• Description of the case: detailed back story about unequal discipline of white officers (including McCarthy) vs. Buchanan
  • Expert assessment of GPD disciplinary/internal affairs process, detailing irregularities in Haigh’s treatment of officers. Also details additional major infractions by Dan McCarthy (seizing the cell phone of a young man who had been involved with McCarthy’s adult daughter; seizing cash and drugs and not submitting them to GPD for 8 weeks) that warranted no significant disciplinary response or investigation; as well as Chief Haigh’s targeting of a Baystate nurse for termination by her employer, after she complained when officers entered her home and removed her from the shower despite no criminal charges being filed.
  • Why the Confederate flag incident and McCarthy’s obvious racial prejudice matters to the case. Also details in a footnote on page 1-2 repeated inappropriate behavior by Greenfield’s lawyer and attempts to ‘game the process.’
  • Jury Verdict

To find and browse the records yourself, visit https://masscourts.org and search The Superior Court, Hampshire District, for plaintiff Patrick Buchanan, or docket 1780CV00033. Note that almost all of the evidence is confidential, so available documents are limited to the court process (hundreds of pages!). We will have to file a records request to get redacted versions of the evidence and testimony.

2. Greenfield spends way more per capita on policing than similar cities and towns in our region.

Greenfield has a population of 17,768, and the Mayor has proposed a police budget of  $3,839,101 for FY2023 (although the actual amount is much higher, because that figure doesn’t include any benefits, such as health insurance or pensions). That’s $216 per capita (per resident of Greenfield), excluding benefits.

Other cities for comparison:

  • Easthampton (pop. 16,211) spent $160 per capita on police in 2022.
  • North Adams (pop. 12,394) spent  $163 per capita on police in 2022.
  • Amherst (pop. 39,263) spent $131 in 2022.
  • Only Northampton (pop. 29,571) spent at a similar level to Greenfield–$209 in 2022.

If Greenfield spent $160 per capita on police, that would be $1 million less than what we spend now.

In other cities, police and fire budgets are also generally equal. In Greenfield, the proposed FY2023 police budget is a full 32% higher than our fire department budget.

Additionally, 10 out of a total 34 officers at GPD make over $100,000 base salary–that excludes all overtime, special stipends, and allowances, all of which are significant portions of their earnings. Higher-earning officers routinely work overtime because their hourly rate is so high (which only exacerbates the usual burnout that officers struggle with), typically on traffic details. We could save lots of money by hiring DPW workers to direct traffic as needed during their regular work hours, rather than paying our most expensive employees time-and-a-half.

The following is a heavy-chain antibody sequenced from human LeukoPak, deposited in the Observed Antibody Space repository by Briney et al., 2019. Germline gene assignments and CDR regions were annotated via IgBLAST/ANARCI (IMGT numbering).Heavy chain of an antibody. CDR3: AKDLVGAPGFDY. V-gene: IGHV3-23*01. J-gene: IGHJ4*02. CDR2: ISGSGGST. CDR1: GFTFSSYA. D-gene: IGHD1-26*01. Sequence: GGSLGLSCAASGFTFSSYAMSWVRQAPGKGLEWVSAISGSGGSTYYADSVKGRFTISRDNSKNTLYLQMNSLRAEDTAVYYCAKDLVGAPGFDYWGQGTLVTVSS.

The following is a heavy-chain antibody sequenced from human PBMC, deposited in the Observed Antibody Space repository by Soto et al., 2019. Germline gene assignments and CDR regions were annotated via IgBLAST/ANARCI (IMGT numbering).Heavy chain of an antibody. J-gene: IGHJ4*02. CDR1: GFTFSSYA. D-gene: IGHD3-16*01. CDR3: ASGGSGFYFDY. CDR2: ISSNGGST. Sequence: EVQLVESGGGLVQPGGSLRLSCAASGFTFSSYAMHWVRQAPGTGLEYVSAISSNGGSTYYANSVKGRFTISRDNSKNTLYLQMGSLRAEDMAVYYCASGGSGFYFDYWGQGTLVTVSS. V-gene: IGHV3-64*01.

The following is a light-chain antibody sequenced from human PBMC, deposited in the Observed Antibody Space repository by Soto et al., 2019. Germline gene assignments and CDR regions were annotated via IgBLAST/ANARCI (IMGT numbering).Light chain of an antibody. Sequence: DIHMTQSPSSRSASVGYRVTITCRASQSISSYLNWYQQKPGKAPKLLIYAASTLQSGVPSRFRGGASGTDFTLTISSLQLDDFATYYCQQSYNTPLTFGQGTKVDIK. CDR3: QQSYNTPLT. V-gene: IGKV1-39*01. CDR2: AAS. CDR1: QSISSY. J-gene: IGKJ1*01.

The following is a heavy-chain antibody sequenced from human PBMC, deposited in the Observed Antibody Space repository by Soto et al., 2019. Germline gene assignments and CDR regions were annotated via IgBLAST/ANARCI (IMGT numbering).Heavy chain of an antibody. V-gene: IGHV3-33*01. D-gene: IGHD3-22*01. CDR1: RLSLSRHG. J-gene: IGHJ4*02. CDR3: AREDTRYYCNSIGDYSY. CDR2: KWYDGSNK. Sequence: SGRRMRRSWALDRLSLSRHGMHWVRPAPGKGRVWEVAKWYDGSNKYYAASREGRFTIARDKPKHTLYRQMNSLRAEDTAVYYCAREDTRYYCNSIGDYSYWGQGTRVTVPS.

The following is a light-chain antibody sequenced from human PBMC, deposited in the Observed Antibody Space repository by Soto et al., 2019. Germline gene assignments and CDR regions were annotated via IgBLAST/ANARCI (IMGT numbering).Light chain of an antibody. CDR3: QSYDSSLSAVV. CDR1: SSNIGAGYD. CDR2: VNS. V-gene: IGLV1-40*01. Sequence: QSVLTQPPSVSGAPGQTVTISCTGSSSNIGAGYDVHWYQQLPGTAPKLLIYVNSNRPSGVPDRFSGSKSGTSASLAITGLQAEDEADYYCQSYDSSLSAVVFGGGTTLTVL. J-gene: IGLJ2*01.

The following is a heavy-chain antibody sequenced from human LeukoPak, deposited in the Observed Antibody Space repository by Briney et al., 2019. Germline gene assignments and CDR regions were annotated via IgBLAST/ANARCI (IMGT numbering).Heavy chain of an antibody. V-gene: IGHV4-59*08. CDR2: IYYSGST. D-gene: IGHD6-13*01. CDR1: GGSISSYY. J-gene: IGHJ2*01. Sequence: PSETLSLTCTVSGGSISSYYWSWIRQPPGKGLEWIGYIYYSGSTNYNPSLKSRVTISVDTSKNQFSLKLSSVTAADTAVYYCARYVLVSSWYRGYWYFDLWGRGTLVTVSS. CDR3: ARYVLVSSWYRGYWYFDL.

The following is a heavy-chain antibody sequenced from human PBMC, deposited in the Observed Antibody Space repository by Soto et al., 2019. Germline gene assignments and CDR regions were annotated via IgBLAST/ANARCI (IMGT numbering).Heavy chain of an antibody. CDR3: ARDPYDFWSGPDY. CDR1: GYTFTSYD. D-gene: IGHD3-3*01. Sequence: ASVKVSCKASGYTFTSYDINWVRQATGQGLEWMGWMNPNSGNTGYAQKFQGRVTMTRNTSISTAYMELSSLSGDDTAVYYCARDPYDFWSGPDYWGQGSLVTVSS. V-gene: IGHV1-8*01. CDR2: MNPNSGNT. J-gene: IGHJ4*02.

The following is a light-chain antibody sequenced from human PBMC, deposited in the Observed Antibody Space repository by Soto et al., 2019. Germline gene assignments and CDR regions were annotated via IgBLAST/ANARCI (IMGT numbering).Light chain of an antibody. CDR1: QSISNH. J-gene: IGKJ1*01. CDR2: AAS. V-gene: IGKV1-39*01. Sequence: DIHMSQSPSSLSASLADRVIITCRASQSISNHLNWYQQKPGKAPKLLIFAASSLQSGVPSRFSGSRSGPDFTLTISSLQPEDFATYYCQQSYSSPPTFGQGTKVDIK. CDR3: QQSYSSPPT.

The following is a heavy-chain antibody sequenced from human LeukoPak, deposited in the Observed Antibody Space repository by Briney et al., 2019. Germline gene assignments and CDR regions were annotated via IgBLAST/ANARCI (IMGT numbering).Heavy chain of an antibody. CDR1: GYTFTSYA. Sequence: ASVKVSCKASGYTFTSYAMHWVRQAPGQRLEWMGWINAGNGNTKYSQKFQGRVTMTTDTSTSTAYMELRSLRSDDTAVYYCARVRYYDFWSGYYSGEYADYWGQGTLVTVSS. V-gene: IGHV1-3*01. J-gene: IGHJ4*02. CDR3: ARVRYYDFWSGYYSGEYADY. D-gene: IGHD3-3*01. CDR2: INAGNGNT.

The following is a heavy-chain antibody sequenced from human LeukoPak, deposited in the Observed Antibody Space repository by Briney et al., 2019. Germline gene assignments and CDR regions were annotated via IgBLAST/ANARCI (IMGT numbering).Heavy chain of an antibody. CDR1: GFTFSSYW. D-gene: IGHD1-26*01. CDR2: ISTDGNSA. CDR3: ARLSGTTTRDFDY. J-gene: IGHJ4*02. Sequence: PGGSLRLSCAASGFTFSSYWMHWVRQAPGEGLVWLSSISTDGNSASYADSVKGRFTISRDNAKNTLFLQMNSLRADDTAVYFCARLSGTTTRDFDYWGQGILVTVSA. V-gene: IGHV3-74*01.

3. GPD spends only a tiny fraction of their time and resources on anything related to allegations of crime.

The Greenfield Police Department’s own data show that only a small portion of their caseload is responding to reports of crime. The majority of GPD work is responding to community requests for assistance.

GPD only made 265 arrests in 2020–fewer than one a day, mostly for minor infractions. Arrests have been steadily, sharply declining since a peak in 2008 (1,244 arrests).

Additionally, Chief Haigh has been pushing to expand expensive, misguided “community policing” initiatives that harm those they’re supposed to help.

  • GPD has three “community resource officers” whose job is allegedly to support struggling members of the public, especially our neighbors who lack housing. But police are not care providers, and police culture is completely incompatible with harm reduction. We have heard repeated complaints about mistreatment and punitive sanctions by the CROs against houseless people–for example, that an officer will offer someone a backpack of groceries and toiletries only to turn around and issue them a citation.
  • GPD contracted with CSO for a “co-responder” mental health clinician to accompany police on mental health calls. However, police trainers (CIT) and even the federal government say that co-responder models are misguided, and mental health calls should be answered by providers without police involvement. See our FAQ on co-responders.

It is ridiculous to pretend we can provide social services through the police. Our resources would be better spent on programs that deal with the root causes of harm, programs that have proven track records of improving outcomes for community members without threat of punishment, violence, or incarceration.

GPD’s own data support this conclusion. In 2020, GPD reported 18 injuries from use of force. 14 of those injuries happened on calls related to mental health or substance use–calls that civilian programs handle exceptionally well, with no reports of injury over many years.

Tell councilors we’ve had enough.

A corrupt, bloated GPD needs to be cut. At the same time, Greenfield can join the growing number of cities shifting budget priorities to reduce their reliance on police and instead meet the real needs of people in the community. Let’s shrink GPD by $1 million and invest in our community instead.

Call or email city councilors, and attend the budget meeting May 18, 6:30pm, in person at the John Zon Center, and make public comment if you can.